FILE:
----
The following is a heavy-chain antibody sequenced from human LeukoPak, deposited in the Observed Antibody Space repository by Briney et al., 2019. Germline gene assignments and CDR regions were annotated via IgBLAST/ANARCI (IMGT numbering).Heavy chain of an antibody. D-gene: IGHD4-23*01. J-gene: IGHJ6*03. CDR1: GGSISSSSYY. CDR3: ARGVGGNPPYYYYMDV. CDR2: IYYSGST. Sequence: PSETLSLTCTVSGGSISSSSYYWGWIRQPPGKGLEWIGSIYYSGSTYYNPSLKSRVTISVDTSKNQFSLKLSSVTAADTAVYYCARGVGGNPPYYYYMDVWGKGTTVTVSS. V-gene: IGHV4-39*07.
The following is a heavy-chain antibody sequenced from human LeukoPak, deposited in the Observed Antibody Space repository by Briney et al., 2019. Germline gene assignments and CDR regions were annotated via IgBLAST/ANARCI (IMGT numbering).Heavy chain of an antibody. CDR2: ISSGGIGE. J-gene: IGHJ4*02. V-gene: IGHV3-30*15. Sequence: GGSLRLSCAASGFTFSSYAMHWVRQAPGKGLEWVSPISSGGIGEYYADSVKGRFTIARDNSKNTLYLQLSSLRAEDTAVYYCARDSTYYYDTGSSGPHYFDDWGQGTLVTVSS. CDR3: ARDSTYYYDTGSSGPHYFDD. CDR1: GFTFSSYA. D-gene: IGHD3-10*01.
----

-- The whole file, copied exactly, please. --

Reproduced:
The following is a heavy-chain antibody sequenced from human LeukoPak, deposited in the Observed Antibody Space repository by Briney et al., 2019. Germline gene assignments and CDR regions were annotated via IgBLAST/ANARCI (IMGT numbering).Heavy chain of an antibody. D-gene: IGHD4-23*01. J-gene: IGHJ6*03. CDR1: GGSISSSSYY. CDR3: ARGVGGNPPYYYYMDV. CDR2: IYYSGST. Sequence: PSETLSLTCTVSGGSISSSSYYWGWIRQPPGKGLEWIGSIYYSGSTYYNPSLKSRVTISVDTSKNQFSLKLSSVTAADTAVYYCARGVGGNPPYYYYMDVWGKGTTVTVSS. V-gene: IGHV4-39*07.
The following is a heavy-chain antibody sequenced from human LeukoPak, deposited in the Observed Antibody Space repository by Briney et al., 2019. Germline gene assignments and CDR regions were annotated via IgBLAST/ANARCI (IMGT numbering).Heavy chain of an antibody. CDR2: ISSGGIGE. J-gene: IGHJ4*02. V-gene: IGHV3-30*15. Sequence: GGSLRLSCAASGFTFSSYAMHWVRQAPGKGLEWVSPISSGGIGEYYADSVKGRFTIARDNSKNTLYLQLSSLRAEDTAVYYCARDSTYYYDTGSSGPHYFDDWGQGTLVTVSS. CDR3: ARDSTYYYDTGSSGPHYFDD. CDR1: GFTFSSYA. D-gene: IGHD3-10*01.